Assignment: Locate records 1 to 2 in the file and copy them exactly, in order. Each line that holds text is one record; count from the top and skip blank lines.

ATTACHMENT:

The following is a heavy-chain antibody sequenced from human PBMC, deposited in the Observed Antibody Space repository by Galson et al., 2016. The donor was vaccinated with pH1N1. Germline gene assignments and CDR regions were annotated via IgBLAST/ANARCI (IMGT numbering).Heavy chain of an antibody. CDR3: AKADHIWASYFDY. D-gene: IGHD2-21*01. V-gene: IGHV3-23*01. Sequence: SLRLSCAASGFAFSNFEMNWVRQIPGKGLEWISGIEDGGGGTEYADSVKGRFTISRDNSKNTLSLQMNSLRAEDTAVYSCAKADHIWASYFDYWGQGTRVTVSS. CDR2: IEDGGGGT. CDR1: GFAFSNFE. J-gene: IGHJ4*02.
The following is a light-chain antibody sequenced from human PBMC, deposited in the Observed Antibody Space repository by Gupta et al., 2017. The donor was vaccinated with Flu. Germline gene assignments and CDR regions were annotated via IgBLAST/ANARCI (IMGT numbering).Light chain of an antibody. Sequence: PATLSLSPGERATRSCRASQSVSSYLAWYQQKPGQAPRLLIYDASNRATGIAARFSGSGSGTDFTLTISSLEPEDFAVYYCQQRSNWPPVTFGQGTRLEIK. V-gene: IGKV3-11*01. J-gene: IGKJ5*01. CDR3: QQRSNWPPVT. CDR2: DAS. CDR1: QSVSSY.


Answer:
The following is a heavy-chain antibody sequenced from human PBMC, deposited in the Observed Antibody Space repository by Galson et al., 2016. The donor was vaccinated with pH1N1. Germline gene assignments and CDR regions were annotated via IgBLAST/ANARCI (IMGT numbering).Heavy chain of an antibody. CDR3: AKADHIWASYFDY. D-gene: IGHD2-21*01. V-gene: IGHV3-23*01. Sequence: SLRLSCAASGFAFSNFEMNWVRQIPGKGLEWISGIEDGGGGTEYADSVKGRFTISRDNSKNTLSLQMNSLRAEDTAVYSCAKADHIWASYFDYWGQGTRVTVSS. CDR2: IEDGGGGT. CDR1: GFAFSNFE. J-gene: IGHJ4*02.
The following is a light-chain antibody sequenced from human PBMC, deposited in the Observed Antibody Space repository by Gupta et al., 2017. The donor was vaccinated with Flu. Germline gene assignments and CDR regions were annotated via IgBLAST/ANARCI (IMGT numbering).Light chain of an antibody. Sequence: PATLSLSPGERATRSCRASQSVSSYLAWYQQKPGQAPRLLIYDASNRATGIAARFSGSGSGTDFTLTISSLEPEDFAVYYCQQRSNWPPVTFGQGTRLEIK. V-gene: IGKV3-11*01. J-gene: IGKJ5*01. CDR3: QQRSNWPPVT. CDR2: DAS. CDR1: QSVSSY.